The first days of the closing week of the life of Jesus - the week commencing with the Triumphal Entry - were spent largely in the Temple. Here He spoke many parables (Matthew 21; 22 and parallel's); here He delivered His tremendous arraignment of the Pharisees (Matthew 23 and parallel's); here, as He “sat down over against the treasury,” He beheld the people casting in their gifts, and praised the poor widow who cast in literally all the money she had (two mites) above all who cast in a portion of their abundance (Mark 12:41 and parallels). It was on the evening of His last day in the Temple that His disciples drew His attention to “the goodly stones and offerings” (gifts for adornment) of the building (Luke 21:5 and parallels) and heard from His lips the astonishing announcement that the days were coming - even in that generation - in which there should not be left one stone upon another (Luke 21:6 and parallel's). The prediction was fulfilled to the letter in the destruction of the temple by the Romans under Titus in 70 CE.
Seven weeks after the crucifixion the Pentecost of Acts 2 was observed. The only place that fulfils the topographical conditions of the great gatherings is Solomon's Porch. The healing of the lame man (Acts 3:1) took place at the “door ... called Beautiful” of the temple, and the multitude after the healing ran together into “Solomon's Porch” or portico (Acts 3:11). Where also were the words of Luke 24:53, they “were continually in the temple, blessing God,” and after Pentecost (Acts 2:46), “day by day, continuing stedfastly ... in the temple,” etc, and for a while the apostles continued the methods of their Master in daily teaching in the temple (Acts 4:1 ff). Many years later, when Paul visited Jerusalem for the last time, he was put in danger of his life from the myriads of Jewish converts “all zealous for the law” (Acts 21:20), who accused him of profaning the Temple by bringing Greeks within the precincts forbidden to foreigners (Acts 21:28-30). But Christianity had now begun to look farther afield than the Temple. Stephen, and after him Saul, who became Paul, preached that “the Most High dwelleth not in houses made with hands” (Acts 7:48; 17:24), though Paul himself attended the Temple for ceremonial and other purposes (Acts 21:26).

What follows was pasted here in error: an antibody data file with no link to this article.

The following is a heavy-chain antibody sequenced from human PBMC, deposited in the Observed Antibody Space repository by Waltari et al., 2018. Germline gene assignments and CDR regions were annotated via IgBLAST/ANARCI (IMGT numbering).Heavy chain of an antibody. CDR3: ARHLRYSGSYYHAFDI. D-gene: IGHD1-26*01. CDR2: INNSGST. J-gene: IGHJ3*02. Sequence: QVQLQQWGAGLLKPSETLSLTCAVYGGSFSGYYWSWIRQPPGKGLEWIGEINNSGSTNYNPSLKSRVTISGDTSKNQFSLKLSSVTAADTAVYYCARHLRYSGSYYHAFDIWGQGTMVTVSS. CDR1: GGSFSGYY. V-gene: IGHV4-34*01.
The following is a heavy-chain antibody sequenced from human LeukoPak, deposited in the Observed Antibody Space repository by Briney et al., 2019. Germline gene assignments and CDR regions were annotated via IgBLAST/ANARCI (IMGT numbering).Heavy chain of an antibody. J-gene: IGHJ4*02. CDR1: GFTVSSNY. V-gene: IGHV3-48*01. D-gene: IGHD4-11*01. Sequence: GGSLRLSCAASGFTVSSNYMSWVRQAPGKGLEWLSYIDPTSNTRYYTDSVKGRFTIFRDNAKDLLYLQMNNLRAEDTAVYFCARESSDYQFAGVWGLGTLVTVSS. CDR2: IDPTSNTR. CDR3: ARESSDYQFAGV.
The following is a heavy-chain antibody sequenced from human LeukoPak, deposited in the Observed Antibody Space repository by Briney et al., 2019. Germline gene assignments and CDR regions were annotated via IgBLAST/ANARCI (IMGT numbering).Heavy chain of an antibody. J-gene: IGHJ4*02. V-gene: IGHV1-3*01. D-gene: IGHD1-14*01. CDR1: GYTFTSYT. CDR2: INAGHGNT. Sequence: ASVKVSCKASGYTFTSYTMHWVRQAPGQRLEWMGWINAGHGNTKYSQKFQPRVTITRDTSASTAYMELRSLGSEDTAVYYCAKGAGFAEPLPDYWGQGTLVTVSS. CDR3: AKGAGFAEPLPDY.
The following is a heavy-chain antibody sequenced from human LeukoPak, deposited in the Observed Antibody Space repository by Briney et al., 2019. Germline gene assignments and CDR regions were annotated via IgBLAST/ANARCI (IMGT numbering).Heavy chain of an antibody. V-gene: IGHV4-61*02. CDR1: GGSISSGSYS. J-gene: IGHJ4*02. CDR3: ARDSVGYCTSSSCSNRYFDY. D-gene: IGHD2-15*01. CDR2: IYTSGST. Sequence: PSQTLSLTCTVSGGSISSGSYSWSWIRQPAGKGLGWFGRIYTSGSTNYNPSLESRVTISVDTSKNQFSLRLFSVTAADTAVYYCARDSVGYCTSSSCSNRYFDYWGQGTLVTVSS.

The Second Temple was completely pulled down in 70 CE by the Romans; only fragments of blocks from the structure remain, but in the garden areas outside of the Temple Mount walls. The western retaining wall, the only substantial structure remaining from this time period, is known as the Wailing Wall, and is considered the holiest place in the Judean world.